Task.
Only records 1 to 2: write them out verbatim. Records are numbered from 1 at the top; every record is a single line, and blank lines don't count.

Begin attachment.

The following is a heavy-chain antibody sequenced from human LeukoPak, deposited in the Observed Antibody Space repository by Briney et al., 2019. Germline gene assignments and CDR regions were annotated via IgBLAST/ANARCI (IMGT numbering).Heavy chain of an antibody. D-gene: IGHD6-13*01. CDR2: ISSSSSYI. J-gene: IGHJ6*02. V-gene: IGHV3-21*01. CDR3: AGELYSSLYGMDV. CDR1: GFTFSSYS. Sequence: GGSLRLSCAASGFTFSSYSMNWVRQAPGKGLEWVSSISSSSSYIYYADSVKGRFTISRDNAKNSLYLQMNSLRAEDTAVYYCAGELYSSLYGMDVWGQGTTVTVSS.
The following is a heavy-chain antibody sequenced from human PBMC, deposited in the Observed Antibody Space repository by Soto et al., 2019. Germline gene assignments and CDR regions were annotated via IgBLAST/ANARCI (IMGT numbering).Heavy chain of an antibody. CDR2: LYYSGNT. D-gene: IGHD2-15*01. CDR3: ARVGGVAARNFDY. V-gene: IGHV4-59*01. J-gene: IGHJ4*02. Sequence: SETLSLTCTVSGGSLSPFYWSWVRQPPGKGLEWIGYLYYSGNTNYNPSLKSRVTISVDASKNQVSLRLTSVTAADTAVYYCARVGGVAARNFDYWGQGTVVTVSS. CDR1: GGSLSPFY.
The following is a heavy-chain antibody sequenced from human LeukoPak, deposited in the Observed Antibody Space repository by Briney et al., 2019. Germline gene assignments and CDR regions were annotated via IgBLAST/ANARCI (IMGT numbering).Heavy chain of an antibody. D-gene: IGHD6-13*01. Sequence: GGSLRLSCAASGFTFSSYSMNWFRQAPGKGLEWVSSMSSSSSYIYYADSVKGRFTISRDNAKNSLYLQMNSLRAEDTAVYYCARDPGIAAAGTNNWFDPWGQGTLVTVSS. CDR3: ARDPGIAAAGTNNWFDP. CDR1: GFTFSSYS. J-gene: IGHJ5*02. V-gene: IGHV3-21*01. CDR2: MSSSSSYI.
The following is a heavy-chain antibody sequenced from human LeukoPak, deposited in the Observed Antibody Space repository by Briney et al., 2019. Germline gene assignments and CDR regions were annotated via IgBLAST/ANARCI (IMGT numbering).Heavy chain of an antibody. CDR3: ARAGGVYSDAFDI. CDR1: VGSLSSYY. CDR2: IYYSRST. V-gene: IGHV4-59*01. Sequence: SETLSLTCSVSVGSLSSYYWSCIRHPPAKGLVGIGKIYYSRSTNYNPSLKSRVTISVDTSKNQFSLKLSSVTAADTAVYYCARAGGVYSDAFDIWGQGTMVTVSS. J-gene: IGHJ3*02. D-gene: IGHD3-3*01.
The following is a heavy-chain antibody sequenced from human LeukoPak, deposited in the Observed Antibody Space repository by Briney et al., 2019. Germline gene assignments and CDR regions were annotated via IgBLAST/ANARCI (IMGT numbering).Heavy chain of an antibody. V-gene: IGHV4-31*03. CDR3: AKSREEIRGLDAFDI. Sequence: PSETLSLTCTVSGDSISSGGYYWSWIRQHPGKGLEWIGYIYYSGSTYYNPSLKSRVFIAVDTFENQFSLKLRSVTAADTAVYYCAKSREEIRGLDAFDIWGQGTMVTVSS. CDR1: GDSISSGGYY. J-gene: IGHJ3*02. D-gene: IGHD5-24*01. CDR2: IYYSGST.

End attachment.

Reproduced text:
The following is a heavy-chain antibody sequenced from human LeukoPak, deposited in the Observed Antibody Space repository by Briney et al., 2019. Germline gene assignments and CDR regions were annotated via IgBLAST/ANARCI (IMGT numbering).Heavy chain of an antibody. D-gene: IGHD6-13*01. CDR2: ISSSSSYI. J-gene: IGHJ6*02. V-gene: IGHV3-21*01. CDR3: AGELYSSLYGMDV. CDR1: GFTFSSYS. Sequence: GGSLRLSCAASGFTFSSYSMNWVRQAPGKGLEWVSSISSSSSYIYYADSVKGRFTISRDNAKNSLYLQMNSLRAEDTAVYYCAGELYSSLYGMDVWGQGTTVTVSS.
The following is a heavy-chain antibody sequenced from human PBMC, deposited in the Observed Antibody Space repository by Soto et al., 2019. Germline gene assignments and CDR regions were annotated via IgBLAST/ANARCI (IMGT numbering).Heavy chain of an antibody. CDR2: LYYSGNT. D-gene: IGHD2-15*01. CDR3: ARVGGVAARNFDY. V-gene: IGHV4-59*01. J-gene: IGHJ4*02. Sequence: SETLSLTCTVSGGSLSPFYWSWVRQPPGKGLEWIGYLYYSGNTNYNPSLKSRVTISVDASKNQVSLRLTSVTAADTAVYYCARVGGVAARNFDYWGQGTVVTVSS. CDR1: GGSLSPFY.